Cells containing supernumerary dorsal bristle rows (Fig. 3) arise as a result of abortive conjugation. Initially, reactive cells of complementary mating type make contact in dissimilar locations and eventually form a typical conjugation fusion area on the anterior left side of one number, and the anterior right side of the other, with both members’ ventral surface facing the substratum (Hammersmith, 1976a). In abortive conjugation the fusion proceeds rapidly posteriorly, and eventually the two cells completely fuse. Meiosis is not induced and cells return to their asexual status. As a result of fusion, almost two Complete ventral and dorsal surfaces are incorporated on to the resultant cell. The ventral surface of the fused cell rapidly regulates (one to three divisions) to that of a typical singlet cell. (The ventral ciliature of the anterior division products of the fused cell usually regulates to that of a typical singlet cell in one cell division, whereas the posterior product usually requires two to three cell divisions to obtain the typical singlet structure.)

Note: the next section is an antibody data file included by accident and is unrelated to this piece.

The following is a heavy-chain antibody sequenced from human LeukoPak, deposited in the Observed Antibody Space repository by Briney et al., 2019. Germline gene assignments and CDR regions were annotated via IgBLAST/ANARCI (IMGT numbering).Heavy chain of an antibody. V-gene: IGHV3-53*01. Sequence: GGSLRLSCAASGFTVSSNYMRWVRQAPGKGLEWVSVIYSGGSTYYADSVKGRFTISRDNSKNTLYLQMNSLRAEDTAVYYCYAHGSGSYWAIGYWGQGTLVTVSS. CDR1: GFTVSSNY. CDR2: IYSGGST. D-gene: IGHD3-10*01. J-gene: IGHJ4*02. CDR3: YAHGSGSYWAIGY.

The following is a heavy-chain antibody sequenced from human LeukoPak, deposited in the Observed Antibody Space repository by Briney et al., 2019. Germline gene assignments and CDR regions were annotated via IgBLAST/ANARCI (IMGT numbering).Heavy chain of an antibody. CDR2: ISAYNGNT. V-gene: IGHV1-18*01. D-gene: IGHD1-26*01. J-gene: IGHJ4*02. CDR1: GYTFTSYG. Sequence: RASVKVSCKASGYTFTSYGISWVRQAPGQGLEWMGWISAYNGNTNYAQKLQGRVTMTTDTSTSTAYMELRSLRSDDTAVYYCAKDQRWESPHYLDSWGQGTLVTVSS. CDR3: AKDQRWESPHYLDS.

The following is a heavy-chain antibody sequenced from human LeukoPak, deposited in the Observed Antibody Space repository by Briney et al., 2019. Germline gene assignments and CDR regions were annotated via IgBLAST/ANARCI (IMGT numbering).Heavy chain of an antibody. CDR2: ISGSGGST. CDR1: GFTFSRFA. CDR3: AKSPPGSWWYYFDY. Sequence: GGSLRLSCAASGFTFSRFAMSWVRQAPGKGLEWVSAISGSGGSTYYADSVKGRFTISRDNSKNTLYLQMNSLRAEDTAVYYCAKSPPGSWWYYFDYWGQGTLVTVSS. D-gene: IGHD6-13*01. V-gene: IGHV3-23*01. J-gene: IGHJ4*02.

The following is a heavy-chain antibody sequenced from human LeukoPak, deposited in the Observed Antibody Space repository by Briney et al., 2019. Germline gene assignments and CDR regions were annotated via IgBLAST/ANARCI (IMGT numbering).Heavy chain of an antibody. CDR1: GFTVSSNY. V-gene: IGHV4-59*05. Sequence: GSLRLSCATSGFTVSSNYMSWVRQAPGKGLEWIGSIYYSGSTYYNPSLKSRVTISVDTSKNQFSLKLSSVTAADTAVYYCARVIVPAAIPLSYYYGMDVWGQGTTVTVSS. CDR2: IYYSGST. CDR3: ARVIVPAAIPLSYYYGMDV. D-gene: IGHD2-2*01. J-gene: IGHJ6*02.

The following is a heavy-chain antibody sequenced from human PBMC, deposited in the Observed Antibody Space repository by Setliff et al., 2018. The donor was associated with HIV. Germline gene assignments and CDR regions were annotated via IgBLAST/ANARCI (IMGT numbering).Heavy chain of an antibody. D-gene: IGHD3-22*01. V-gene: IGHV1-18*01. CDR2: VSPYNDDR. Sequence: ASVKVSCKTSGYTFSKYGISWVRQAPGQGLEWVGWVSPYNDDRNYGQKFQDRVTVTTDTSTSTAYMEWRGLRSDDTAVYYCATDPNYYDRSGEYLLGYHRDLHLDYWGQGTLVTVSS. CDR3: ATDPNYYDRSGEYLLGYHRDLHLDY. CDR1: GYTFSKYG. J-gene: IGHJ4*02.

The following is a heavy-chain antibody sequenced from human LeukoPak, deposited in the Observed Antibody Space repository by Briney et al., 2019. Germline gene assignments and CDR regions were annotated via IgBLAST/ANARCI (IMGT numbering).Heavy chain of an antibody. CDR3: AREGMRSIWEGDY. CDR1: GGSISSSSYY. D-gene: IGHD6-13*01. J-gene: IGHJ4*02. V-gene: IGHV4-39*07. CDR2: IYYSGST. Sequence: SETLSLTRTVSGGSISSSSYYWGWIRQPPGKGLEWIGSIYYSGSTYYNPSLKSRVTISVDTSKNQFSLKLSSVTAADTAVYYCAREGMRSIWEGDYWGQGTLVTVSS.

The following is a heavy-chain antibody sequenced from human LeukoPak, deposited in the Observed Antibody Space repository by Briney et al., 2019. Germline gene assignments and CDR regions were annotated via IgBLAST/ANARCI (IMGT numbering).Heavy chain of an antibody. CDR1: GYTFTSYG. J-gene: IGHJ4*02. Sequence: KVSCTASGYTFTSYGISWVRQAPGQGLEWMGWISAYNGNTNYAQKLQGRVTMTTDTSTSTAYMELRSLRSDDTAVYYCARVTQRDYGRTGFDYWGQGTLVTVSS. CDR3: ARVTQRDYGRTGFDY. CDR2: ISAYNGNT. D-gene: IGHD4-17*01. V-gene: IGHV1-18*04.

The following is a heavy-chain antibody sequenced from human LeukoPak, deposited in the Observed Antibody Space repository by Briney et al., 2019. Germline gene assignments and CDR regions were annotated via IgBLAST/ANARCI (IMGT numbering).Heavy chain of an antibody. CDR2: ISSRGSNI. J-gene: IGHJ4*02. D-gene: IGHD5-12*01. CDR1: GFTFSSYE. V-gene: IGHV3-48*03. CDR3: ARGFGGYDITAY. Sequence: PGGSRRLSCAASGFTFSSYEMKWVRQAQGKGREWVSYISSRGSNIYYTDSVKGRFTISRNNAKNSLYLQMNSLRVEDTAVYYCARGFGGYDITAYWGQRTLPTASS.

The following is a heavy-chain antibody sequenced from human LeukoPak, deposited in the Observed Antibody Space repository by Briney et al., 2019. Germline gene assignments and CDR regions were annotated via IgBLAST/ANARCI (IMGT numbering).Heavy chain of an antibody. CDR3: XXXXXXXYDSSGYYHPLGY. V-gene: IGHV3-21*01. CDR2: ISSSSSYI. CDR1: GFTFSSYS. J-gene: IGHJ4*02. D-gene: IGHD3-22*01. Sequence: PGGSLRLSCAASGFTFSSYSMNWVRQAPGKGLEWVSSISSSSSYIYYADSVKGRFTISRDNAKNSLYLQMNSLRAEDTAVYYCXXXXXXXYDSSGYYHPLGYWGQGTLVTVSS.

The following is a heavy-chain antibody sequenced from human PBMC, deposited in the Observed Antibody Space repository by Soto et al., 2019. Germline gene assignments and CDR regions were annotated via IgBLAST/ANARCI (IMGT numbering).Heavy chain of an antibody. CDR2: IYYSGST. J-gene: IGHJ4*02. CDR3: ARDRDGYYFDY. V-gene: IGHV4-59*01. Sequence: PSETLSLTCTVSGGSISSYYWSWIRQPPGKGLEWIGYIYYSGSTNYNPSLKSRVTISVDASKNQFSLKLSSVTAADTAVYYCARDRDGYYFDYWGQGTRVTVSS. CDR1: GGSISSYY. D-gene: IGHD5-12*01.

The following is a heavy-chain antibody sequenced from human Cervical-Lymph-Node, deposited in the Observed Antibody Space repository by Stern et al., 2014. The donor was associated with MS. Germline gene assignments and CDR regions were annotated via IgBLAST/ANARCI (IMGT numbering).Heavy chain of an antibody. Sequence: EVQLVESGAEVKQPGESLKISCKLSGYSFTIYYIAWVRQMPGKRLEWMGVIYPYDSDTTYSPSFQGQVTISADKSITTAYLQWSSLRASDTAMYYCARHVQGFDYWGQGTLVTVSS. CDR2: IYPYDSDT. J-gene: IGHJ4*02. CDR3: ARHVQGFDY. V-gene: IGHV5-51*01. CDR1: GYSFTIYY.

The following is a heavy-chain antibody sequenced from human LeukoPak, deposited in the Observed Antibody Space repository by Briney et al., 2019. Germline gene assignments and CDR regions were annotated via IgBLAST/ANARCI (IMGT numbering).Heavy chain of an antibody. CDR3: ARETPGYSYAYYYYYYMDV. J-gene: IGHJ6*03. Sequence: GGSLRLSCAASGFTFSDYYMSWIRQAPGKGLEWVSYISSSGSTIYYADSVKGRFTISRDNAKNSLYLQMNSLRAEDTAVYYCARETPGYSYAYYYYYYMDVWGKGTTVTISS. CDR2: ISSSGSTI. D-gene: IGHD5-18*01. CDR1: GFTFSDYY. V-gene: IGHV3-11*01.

Fig. 3

Dorsal view of a pre-cystment fused cell possessing ten dorsal bristle rows. SEM: ×2400.

Fig. 3

Dorsal view of a pre-cystment fused cell possessing ten dorsal bristle rows. SEM: ×2400.

The number of supernumerary dorsal bristle rows present on the dorsal surface of fused cells ranges from one to five supernumerary rows, the exact number apparently a function of the exact position and degree of fusion. Occasionally a marginal cirral row also will be displaced and retained on the dorsal surface (Grimes & Hammersmith, 1980). Table 1 (a, b) provides the number of dorsal rows found on fused cells prior to encystment and their relative frequency.

Table 1a

Frequency of supernumerary dorsal bristle rows before encystment (protargol)

Frequency of supernumerary dorsal bristle rows before encystment (protargol)